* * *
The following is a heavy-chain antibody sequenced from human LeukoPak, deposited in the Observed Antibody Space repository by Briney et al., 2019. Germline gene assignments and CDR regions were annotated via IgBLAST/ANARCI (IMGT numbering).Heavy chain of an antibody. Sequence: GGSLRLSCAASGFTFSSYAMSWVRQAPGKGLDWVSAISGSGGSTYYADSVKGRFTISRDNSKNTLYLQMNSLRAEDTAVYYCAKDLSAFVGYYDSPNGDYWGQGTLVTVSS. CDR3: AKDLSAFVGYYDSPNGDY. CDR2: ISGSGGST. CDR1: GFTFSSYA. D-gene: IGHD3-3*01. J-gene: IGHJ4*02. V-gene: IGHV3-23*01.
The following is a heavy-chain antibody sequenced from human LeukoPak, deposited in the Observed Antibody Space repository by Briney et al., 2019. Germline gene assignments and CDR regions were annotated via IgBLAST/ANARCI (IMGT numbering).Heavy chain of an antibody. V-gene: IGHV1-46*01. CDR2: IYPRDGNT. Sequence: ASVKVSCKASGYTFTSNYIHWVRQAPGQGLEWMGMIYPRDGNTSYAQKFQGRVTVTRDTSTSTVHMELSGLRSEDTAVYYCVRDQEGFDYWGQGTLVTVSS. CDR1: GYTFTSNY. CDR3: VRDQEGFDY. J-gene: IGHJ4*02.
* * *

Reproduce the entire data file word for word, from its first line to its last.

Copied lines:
The following is a heavy-chain antibody sequenced from human LeukoPak, deposited in the Observed Antibody Space repository by Briney et al., 2019. Germline gene assignments and CDR regions were annotated via IgBLAST/ANARCI (IMGT numbering).Heavy chain of an antibody. Sequence: GGSLRLSCAASGFTFSSYAMSWVRQAPGKGLDWVSAISGSGGSTYYADSVKGRFTISRDNSKNTLYLQMNSLRAEDTAVYYCAKDLSAFVGYYDSPNGDYWGQGTLVTVSS. CDR3: AKDLSAFVGYYDSPNGDY. CDR2: ISGSGGST. CDR1: GFTFSSYA. D-gene: IGHD3-3*01. J-gene: IGHJ4*02. V-gene: IGHV3-23*01.
The following is a heavy-chain antibody sequenced from human LeukoPak, deposited in the Observed Antibody Space repository by Briney et al., 2019. Germline gene assignments and CDR regions were annotated via IgBLAST/ANARCI (IMGT numbering).Heavy chain of an antibody. V-gene: IGHV1-46*01. CDR2: IYPRDGNT. Sequence: ASVKVSCKASGYTFTSNYIHWVRQAPGQGLEWMGMIYPRDGNTSYAQKFQGRVTVTRDTSTSTVHMELSGLRSEDTAVYYCVRDQEGFDYWGQGTLVTVSS. CDR1: GYTFTSNY. CDR3: VRDQEGFDY. J-gene: IGHJ4*02.